The scenario is even starker if minimum contributions were increased to 12% with a 9.3% increase in retirement resilience being offset by an immediate fall in surplus income of 8.8%. Rainy day savings would fall by 9.8% and net financial assets by 9% by 2029. Lower income households are worst hit. Their retirement resilience would be boosted by 15.5% under the 2017 reforms but their surplus income would be immediately decreased by a massive 22.2%. At a time when it’s already hard to pay the bills such a hike in contribution rates could leave many in real financial difficulty.

Auto-enrolment has achieved real progress in its first decade and as it enters its second it could continue to help people build their long-term financial resilience. However, hiking rates too high during a financial crisis risks undermining what has been achieved so far.”

The way forward

We have proposed the following:

  • The government should press ahead with the 2017 Auto-enrolment Review reforms. However, they need to be timetabled far enough in advance so that any aftereffects from the current cost of living crisis have disappeared. The modelling suggests this should not happen before 2025.
  • Minimum contributions should not be increased further, instead government should look at how to get people to boost their contributions voluntarily when they are able to do so.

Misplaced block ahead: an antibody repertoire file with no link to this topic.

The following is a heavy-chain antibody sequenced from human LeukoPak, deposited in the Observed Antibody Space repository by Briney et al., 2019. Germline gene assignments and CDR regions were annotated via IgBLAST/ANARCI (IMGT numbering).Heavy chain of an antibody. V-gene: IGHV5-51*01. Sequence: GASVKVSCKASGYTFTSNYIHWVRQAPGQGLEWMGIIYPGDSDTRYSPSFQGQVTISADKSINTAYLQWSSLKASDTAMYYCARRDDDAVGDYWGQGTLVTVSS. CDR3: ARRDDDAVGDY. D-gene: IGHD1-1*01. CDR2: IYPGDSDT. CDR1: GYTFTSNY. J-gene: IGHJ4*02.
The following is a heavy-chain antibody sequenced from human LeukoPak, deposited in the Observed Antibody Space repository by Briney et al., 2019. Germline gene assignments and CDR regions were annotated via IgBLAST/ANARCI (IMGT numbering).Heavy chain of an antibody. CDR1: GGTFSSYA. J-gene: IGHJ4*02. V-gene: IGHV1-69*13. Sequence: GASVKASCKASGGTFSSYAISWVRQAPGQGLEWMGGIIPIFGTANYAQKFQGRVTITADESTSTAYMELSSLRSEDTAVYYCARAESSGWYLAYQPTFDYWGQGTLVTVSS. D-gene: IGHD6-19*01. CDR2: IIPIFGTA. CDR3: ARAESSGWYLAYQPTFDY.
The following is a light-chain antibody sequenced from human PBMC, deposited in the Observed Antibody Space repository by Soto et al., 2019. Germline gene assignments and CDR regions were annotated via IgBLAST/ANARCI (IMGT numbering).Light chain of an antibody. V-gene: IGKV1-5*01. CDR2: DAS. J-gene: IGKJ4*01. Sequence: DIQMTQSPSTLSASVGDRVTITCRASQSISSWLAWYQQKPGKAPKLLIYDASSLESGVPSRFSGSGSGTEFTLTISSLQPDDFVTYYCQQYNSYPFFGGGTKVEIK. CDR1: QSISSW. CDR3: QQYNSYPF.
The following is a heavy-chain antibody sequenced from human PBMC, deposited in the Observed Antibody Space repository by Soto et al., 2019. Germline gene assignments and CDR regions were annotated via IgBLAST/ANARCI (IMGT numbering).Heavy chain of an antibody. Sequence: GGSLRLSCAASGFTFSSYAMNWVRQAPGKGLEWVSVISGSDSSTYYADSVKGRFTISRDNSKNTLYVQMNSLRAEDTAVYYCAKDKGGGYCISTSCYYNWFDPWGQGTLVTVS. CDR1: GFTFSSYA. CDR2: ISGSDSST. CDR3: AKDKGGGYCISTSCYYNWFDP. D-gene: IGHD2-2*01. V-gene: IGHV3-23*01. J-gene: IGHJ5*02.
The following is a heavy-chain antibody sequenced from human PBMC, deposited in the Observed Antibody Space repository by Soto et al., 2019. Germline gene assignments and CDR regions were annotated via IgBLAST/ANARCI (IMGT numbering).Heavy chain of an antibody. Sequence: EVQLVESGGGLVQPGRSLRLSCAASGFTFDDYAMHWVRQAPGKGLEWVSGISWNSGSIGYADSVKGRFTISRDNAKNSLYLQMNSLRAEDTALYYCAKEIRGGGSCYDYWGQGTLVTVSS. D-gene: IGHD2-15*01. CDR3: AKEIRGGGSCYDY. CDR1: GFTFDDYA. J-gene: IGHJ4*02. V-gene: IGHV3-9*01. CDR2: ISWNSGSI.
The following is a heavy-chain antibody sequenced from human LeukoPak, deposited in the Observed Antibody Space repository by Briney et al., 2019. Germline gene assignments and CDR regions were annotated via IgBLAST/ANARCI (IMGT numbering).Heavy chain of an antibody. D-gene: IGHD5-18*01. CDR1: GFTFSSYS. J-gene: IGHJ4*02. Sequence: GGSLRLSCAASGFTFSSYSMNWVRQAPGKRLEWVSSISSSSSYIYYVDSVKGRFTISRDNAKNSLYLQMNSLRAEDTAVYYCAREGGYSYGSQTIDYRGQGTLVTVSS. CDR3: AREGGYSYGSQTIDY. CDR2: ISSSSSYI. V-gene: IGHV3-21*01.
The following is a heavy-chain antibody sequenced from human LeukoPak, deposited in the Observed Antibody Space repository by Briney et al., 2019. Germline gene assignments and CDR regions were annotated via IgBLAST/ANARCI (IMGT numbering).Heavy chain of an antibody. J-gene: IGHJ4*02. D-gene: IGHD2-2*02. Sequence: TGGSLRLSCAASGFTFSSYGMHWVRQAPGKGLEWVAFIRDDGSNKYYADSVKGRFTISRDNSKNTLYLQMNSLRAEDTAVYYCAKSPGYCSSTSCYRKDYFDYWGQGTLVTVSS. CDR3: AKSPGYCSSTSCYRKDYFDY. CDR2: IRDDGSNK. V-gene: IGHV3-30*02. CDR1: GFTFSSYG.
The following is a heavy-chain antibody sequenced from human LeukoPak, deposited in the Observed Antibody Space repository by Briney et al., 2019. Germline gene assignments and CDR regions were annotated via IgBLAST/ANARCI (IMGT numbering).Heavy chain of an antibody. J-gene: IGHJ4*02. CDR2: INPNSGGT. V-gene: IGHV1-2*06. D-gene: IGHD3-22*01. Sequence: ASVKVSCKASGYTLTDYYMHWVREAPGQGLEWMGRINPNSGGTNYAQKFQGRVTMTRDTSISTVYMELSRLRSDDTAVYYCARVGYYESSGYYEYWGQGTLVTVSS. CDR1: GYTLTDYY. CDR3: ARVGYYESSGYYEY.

• The potential to pay more into a pension and get a matching contribution from the employer could be an attractive incentive. Previous HL analysis shows as many as six in ten people could be encouraged to boost their contribution if such an arrangement were available so we would welcome a further study to see the potential impact of these arrangements.
  • Such arrangements could be popular as people only increase contributions as they need to, and employer contribution increases are targeted towards those who value them.
  • About the HL Savings and Resilience Barometer

In partnership with Oxford Economics the HL Savings and Resilience Barometer measures the financial resilience of the nation every six months, to see whether we are getting stronger or facing bigger challenges.

It is structured around the five pillars of financial behaviour that are fundamental in order to balance current and future demands, while guarding against risks. These are: controlling your debts, protecting your family, saving for a rainy day, planning for later life and investing to make more of your money.

The Barometer is unique because instead of looking at specific aspects of our finances in isolation, it draws together 17 data points from a number of official data sets, across these five pillars, to provide a holistic measure of the state of the nation’s personal finances.

The aim of our work in this area is to help to promote awareness and understanding, inform the debate, and ultimately help improve the decisions individuals and policymakers make to improve financial resilience.

About the HL Savings and Resilience comparison tool

The ultimate aim of the comparison tool is to help people improve their resilience – something HL has been doing for over 40 years.

Powered by the research which has gone into the Barometer, it allows users to identify people in the same boat as them – to understand their strengths and potential weaknesses.

We’ve also built 5 to Thrive, offering support based around these five pillars, so people can then take steps to improve their resilience. https://www.hl.co.uk/features/5-to-thrive